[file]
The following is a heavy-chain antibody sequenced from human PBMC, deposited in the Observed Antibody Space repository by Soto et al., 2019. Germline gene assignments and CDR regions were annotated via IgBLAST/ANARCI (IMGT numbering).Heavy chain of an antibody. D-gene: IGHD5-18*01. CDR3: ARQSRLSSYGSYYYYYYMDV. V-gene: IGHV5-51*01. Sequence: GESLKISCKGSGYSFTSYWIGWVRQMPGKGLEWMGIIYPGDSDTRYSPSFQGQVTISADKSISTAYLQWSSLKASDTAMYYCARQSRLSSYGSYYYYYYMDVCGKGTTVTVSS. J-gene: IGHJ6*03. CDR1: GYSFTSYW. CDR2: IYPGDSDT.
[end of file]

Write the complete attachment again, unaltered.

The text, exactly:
The following is a heavy-chain antibody sequenced from human PBMC, deposited in the Observed Antibody Space repository by Soto et al., 2019. Germline gene assignments and CDR regions were annotated via IgBLAST/ANARCI (IMGT numbering).Heavy chain of an antibody. D-gene: IGHD5-18*01. CDR3: ARQSRLSSYGSYYYYYYMDV. V-gene: IGHV5-51*01. Sequence: GESLKISCKGSGYSFTSYWIGWVRQMPGKGLEWMGIIYPGDSDTRYSPSFQGQVTISADKSISTAYLQWSSLKASDTAMYYCARQSRLSSYGSYYYYYYMDVCGKGTTVTVSS. J-gene: IGHJ6*03. CDR1: GYSFTSYW. CDR2: IYPGDSDT.